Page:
A season or two back, the phrase "culture of entitlement" got some decent mileage in Shelby County -- thanks to a scandal involving the free and easy use of credit cards by officials in county government. It was probably no coincidence that former state Attorney General Michael Cody, a Memphian, invoked the phrase again this week in detailing the case for a "sea change" in state ethics legislation.
Cody, who served as co-chairman of Governor Phil Bredesen's special task force on Ethics in Government, made it clear in an address to downtown Rotarians this week that the "deeply cynical" attitude toward ethics reform in government and in much of the media was not shared by the public at large.
Members of the task force were "not moved to make excuses, to backpedal, or to quibble," said Cody. Neither were the citizens they heard from. Some version of the panel's tough recommendations, as channeled through a six-member legislative leadership group, are almost certain to be enacted when the General Assembly convenes in January. The three essential needs, as outlined by Cody, were "to set new limits" on outside funding sources, "to enhance disclosure" of such sources, and "to tighten enforcement." In particular, the previously untrammeled influence of lobbyists should be curbed and regulated.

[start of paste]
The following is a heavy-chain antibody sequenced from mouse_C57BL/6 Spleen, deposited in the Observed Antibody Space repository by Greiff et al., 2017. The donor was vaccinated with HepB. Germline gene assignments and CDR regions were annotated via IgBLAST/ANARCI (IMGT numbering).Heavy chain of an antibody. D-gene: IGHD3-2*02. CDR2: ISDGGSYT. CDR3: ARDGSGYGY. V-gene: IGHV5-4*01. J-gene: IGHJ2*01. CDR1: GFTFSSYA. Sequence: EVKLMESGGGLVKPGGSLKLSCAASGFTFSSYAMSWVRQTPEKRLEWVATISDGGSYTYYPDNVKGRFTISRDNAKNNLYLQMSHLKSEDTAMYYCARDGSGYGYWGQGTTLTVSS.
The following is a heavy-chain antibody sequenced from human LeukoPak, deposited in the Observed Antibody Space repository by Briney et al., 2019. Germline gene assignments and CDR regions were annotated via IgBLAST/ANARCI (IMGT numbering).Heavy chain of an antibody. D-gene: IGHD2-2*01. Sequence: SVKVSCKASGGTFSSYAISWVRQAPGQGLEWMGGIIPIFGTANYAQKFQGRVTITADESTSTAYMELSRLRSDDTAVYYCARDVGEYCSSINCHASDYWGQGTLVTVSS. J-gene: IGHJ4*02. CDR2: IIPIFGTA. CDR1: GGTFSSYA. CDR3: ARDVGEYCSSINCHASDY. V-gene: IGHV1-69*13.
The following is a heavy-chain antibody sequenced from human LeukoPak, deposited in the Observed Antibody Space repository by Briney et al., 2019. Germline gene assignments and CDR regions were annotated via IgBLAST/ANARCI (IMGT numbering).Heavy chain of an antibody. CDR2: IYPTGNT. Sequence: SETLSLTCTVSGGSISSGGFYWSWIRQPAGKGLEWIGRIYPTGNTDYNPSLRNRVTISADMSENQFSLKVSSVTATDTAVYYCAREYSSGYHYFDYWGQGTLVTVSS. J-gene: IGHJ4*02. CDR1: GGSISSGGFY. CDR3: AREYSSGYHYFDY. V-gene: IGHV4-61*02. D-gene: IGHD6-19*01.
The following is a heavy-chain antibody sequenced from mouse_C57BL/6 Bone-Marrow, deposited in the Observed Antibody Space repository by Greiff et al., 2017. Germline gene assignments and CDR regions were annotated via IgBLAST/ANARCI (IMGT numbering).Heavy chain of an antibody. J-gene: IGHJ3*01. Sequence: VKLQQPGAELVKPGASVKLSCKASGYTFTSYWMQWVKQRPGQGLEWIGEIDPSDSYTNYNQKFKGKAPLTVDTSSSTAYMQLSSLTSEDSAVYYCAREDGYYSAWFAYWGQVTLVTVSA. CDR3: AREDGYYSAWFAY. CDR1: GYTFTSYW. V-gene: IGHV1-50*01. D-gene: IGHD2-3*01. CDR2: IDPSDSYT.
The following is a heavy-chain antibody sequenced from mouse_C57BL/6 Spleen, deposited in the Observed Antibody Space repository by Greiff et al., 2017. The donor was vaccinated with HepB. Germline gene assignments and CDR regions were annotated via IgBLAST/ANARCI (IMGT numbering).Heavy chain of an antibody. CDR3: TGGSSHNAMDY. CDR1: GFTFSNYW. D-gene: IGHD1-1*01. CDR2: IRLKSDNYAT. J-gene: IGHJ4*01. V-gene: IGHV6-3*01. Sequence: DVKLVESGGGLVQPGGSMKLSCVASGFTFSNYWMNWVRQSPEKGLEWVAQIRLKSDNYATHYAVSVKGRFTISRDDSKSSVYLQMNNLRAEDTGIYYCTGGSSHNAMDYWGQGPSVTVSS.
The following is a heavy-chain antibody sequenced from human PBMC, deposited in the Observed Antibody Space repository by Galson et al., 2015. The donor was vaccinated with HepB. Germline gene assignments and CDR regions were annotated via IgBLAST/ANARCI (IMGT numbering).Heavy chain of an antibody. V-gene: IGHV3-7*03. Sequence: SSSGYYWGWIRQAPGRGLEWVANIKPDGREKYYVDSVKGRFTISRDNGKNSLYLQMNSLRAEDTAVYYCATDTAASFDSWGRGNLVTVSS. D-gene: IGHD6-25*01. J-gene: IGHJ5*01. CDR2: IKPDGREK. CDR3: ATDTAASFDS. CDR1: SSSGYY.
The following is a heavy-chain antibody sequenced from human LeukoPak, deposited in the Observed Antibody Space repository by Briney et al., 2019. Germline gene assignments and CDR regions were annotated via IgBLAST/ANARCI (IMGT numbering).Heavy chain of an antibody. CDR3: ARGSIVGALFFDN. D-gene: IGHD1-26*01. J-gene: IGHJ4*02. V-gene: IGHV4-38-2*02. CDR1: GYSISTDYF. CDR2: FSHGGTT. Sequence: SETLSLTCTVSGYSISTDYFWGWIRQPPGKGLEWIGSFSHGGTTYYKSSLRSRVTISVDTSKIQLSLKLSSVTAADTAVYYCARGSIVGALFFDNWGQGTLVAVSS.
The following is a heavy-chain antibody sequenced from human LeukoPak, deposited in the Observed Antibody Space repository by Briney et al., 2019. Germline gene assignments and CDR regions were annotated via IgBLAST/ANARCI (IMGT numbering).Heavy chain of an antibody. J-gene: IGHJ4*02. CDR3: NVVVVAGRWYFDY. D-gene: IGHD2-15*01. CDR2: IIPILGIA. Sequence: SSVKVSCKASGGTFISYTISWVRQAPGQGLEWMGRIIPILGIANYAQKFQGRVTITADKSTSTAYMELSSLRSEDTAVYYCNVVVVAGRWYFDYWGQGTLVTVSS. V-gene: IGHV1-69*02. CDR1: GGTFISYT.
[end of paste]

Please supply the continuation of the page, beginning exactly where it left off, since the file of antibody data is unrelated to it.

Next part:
To those who imputed naiveté about the way government works to his group, Cody said, "We do understand the political process in Tennessee. We don't like it, and we want to change it." So do we.